Releaf’s Medical Director, Dr David Tang, explained: "When the correct cannabis cultivar is prescribed for patients with neuropathic pain, the risk/benefit may outweigh that of using opiates over a long period of time due to the side effect profile of opiates.”

He added: “Where cannabis generally is very well tolerated, long-term opiate use can result in constipation, nausea and vomiting, reduced appetite and dizziness."

A paper published by researchers in the UK in 2021 compared the effects of commonly prescribed medications and medical cannabis in patients with chronic neuropathic pain.

Medical cannabis was found to contribute more to patients’ quality of life and was more favourable in terms of side-effects such as cognitive impairment, dizziness, constipation, affect disorders, overdose toxicity, respiratory depression, withdrawal, and dependency.

Takeaways and implications for medical cannabis treatment 

This latest study not only further supports the use of medical cannabis in the treatment of neuropathic pain but goes a step further to advance understanding of the role that terpenes play in these effects.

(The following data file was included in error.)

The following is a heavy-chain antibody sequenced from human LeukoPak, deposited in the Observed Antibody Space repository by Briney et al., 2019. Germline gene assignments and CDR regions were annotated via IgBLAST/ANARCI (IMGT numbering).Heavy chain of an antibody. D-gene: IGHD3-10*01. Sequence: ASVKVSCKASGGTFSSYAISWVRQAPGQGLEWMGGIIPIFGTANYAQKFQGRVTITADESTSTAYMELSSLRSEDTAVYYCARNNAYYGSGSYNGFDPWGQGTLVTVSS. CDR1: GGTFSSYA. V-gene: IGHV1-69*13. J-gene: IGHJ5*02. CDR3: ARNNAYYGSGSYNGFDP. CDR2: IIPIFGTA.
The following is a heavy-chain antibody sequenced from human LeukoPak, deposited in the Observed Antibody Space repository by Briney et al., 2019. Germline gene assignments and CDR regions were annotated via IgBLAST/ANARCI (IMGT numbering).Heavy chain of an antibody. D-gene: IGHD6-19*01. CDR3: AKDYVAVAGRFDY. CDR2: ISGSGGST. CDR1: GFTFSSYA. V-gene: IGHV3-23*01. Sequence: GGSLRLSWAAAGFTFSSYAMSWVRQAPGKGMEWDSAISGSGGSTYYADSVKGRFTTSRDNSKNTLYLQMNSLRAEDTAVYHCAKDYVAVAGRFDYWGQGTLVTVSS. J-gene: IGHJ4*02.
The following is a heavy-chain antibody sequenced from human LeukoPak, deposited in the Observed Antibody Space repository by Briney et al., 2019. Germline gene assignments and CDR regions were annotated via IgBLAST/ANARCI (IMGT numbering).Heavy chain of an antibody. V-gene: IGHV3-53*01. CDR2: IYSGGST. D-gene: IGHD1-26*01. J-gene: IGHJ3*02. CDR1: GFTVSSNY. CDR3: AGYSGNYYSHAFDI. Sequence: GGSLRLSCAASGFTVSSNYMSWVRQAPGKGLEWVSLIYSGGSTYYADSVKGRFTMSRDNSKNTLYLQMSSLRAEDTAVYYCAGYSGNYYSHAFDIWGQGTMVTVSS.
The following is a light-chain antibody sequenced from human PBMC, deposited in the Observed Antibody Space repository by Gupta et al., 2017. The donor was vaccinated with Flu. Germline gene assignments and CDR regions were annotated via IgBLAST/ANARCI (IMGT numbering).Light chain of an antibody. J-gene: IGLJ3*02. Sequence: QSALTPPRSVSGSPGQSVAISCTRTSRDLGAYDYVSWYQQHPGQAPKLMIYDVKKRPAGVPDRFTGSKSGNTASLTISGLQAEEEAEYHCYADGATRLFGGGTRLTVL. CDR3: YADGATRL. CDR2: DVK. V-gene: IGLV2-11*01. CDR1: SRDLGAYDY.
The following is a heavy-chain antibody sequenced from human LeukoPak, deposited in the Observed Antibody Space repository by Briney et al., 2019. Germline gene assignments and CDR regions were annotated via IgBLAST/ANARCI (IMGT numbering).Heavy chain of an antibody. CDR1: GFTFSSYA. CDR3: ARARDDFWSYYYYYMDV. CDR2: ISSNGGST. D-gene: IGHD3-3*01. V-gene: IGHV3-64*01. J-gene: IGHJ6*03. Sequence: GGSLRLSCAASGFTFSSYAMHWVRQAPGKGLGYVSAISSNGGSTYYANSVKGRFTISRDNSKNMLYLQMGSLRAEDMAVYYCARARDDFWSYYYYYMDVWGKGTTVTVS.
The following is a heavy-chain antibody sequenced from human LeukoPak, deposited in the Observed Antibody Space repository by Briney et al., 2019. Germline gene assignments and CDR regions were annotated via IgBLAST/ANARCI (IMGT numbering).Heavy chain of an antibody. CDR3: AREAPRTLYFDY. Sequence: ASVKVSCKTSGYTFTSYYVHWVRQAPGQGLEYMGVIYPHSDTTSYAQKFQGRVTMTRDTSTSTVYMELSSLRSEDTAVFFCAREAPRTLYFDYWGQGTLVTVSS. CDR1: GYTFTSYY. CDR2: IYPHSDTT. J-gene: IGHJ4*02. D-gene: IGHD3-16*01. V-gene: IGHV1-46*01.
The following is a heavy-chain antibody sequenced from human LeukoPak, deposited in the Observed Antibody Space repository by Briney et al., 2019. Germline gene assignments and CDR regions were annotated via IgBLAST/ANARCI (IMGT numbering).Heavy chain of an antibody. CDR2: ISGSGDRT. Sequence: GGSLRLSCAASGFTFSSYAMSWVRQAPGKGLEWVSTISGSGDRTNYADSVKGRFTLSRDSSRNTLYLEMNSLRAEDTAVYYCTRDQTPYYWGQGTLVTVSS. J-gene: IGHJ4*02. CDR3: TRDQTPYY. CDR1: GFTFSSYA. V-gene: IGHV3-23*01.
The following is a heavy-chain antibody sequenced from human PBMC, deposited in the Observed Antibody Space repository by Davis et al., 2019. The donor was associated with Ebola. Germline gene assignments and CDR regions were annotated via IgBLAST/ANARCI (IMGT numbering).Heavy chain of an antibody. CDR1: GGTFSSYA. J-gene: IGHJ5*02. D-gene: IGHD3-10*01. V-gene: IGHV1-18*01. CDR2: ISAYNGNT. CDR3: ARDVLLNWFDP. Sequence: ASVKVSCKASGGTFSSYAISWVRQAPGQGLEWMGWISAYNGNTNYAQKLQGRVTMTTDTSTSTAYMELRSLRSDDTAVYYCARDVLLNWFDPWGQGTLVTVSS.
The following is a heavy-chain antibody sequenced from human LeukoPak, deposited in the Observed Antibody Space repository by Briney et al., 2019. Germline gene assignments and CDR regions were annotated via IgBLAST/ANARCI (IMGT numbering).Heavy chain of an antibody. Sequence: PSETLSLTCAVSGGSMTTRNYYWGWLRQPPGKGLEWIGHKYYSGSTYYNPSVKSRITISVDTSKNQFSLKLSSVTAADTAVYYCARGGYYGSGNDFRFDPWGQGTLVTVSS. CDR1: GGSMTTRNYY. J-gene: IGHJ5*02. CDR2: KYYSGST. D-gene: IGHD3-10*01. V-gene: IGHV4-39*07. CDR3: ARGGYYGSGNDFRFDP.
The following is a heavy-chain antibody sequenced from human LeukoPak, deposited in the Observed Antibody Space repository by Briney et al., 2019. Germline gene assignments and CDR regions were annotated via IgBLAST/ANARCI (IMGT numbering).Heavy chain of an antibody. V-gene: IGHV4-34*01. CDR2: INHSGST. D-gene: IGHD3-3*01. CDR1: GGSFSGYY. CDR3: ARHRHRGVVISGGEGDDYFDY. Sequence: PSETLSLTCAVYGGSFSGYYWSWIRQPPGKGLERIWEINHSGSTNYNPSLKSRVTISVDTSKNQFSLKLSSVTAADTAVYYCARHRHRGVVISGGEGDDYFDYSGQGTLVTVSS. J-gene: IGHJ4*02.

While more definitive research is required to better understand the safety and efficacy of terpenes as potential pain therapies, as well as what role they could play in combination with or as an alternative to current medications, the findings are valuable for patients living with this condition. 

Treatment with medical cannabis is extremely individual, but patients and their clinicians may find it helpful to consider these findings—and terpene content in general—when discussing the best medication for their needs. 

Always consult with your doctor before making any changes to your treatment regime.

It is important to seek medical advice before starting any new treatments. The patient advisors at Releaf are available to provide expert advice and support. Alternatively, click here to book a consultation with one of our specialist doctors.

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Sarah, a distinguished journalist with over a decade in publishing and communications, now excels in cannabis health and policy journalism in the UK, advocating for informed health decisions through her award-winning work.

Our articles are written by experts and reviewed by medical professionals or compliance specialists. Adhering to stringent sourcing guidelines, we reference peer-reviewed studies and scholarly research. View our editorial policy.